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The docking protein Gab2 is overexpressed in several human malignancies, including breast cancer, and is associated with increased metastatic potential. Here we report that Gab2 overexpression in MCF-10A mammary epithelial cells led to delayed cell spreading, a decrease in stress fibers and mature focal adhesions, and enhanced cell migration. Expression of a Gab2 mutant uncoupled from 14-3-3-mediated negative feedback (Gab2(2xA)) led to a more mesenchymal morphology and acquisition of invasive potential. Expression of either Gab2 or Gab2(2xA) led to decreased activation of RhoA, but only the latter increased levels of Rac-GTP. Expression of constitutively active RhoA in MCF-10A/Gab2 cells restored stress fibers and focal adhesions, indicating that Gab2 signals upstream of RhoA to suppress these structures. Mutation of the two Shp2-binding sites to phenylalanine (Gab2(?Shp2)) markedly reduced the effects of Gab2 on cellular phenotype and RhoA activation. Expression of Gab2 or Gab2(2xA), but not Gab2(?Shp2), promoted Vav2 phosphorylation and plasma membrane recruitment of p190A RhoGAP. Knockdown of p190A RhoGAP reversed Gab2-mediated effects on stress fibers and focal adhesions. The identification of a novel pathway downstream of Gab2 involving negative regulation of RhoA by p190A RhoGAP sheds new light on the role of Gab2 in cancer progression.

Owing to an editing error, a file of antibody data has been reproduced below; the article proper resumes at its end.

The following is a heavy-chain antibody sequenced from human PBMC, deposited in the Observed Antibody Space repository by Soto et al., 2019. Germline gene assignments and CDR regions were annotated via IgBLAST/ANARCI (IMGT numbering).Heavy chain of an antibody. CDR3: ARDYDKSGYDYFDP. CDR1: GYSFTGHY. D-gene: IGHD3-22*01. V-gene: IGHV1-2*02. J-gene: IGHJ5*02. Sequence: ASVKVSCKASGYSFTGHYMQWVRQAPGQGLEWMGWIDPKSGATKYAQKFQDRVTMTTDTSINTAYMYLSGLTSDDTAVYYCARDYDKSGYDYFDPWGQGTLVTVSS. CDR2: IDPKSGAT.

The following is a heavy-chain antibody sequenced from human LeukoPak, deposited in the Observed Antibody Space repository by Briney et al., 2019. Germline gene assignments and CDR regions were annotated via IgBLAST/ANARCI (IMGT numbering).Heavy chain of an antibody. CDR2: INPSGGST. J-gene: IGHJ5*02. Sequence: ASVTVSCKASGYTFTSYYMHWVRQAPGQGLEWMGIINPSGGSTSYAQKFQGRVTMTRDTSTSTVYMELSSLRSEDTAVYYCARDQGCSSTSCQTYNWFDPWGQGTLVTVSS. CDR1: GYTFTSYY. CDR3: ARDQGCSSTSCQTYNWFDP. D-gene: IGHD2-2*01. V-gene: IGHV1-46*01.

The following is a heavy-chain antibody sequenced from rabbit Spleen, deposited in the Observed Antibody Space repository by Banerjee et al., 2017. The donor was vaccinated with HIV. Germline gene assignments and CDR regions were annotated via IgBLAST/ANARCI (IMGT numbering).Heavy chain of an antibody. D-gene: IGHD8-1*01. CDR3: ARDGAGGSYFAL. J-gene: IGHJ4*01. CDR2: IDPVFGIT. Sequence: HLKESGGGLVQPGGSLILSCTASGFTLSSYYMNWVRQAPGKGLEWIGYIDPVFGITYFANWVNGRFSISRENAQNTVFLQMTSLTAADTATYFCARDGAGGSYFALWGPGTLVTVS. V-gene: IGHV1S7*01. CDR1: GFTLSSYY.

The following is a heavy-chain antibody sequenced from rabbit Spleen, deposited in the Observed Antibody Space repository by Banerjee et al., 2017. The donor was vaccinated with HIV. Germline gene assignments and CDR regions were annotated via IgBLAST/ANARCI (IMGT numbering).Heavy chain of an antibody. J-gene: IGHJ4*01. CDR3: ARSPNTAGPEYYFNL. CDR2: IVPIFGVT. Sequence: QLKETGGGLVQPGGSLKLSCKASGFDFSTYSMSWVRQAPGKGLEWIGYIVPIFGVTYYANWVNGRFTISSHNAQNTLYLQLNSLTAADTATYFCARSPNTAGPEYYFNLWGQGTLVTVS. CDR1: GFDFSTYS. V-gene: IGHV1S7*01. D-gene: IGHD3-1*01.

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Clinical disease caused by Klebsiella in 2 unrelated patients with interleukin 12 receptor beta1 deficiency.
Pediatrics
PUBLISHED: 09-20-2010
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Patients with interleukin 12 (IL-12)p40 or IL-12 receptor ?1 (IL12R?1) deficiencies are prone to develop infections caused by mycobacteria and salmonella; other infections have only been rarely observed. In this report we describe 2 unrelated patients with complete autosomal recessive IL12R?1 deficiency who suffered from sepsis attributable to Klebsiella pneumoniae. A Mexican boy suffered from disseminated bacille Calmette-Guérin disease and infections caused by K pneumoniae and Candida albicans and had a fatal outcome. A Turkish girl living in France suffered from disseminated Nocardia nova infection and K pneumoniae sepsis. Therefore, Klebsiella infections should be considered in patients with IL12R?1 deficiency. Conversely, IL12R?1 deficiency should be considered in patients with unexplained klebsiellosis.
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Bacille Calmette-Guérin infection and disease with fatal outcome associated with a point mutation in the interleukin-12/interleukin-23 receptor beta-1 chain in two Mexican families.
Int. J. Infect. Dis.
PUBLISHED: 02-19-2010